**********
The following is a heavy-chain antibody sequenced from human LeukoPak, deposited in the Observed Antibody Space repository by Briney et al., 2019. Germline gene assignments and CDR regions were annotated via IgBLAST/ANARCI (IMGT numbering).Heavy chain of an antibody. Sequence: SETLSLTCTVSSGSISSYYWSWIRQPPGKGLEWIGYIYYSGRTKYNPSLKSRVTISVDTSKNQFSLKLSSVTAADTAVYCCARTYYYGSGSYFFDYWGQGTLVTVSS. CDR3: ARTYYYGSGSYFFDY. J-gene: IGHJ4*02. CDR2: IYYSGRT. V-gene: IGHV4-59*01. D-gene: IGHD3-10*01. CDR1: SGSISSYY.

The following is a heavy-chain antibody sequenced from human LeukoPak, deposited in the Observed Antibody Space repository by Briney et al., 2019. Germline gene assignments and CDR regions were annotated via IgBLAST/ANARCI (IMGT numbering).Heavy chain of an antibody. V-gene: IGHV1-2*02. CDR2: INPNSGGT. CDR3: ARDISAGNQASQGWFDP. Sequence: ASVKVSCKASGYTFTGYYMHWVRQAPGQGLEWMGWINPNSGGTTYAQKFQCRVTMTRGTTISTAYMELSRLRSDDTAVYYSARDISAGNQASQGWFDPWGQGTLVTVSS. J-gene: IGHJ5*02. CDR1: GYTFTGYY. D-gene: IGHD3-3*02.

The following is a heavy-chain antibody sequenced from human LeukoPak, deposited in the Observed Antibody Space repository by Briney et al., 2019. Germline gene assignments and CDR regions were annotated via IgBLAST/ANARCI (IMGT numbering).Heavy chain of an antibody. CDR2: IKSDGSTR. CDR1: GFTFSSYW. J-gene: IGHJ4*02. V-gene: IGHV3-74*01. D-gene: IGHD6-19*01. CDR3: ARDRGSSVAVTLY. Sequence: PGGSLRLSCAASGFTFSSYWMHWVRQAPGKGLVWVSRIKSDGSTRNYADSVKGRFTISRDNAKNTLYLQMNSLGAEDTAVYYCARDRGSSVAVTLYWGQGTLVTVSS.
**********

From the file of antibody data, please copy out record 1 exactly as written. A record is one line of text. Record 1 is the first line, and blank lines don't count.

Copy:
The following is a heavy-chain antibody sequenced from human LeukoPak, deposited in the Observed Antibody Space repository by Briney et al., 2019. Germline gene assignments and CDR regions were annotated via IgBLAST/ANARCI (IMGT numbering).Heavy chain of an antibody. Sequence: SETLSLTCTVSSGSISSYYWSWIRQPPGKGLEWIGYIYYSGRTKYNPSLKSRVTISVDTSKNQFSLKLSSVTAADTAVYCCARTYYYGSGSYFFDYWGQGTLVTVSS. CDR3: ARTYYYGSGSYFFDY. J-gene: IGHJ4*02. CDR2: IYYSGRT. V-gene: IGHV4-59*01. D-gene: IGHD3-10*01. CDR1: SGSISSYY.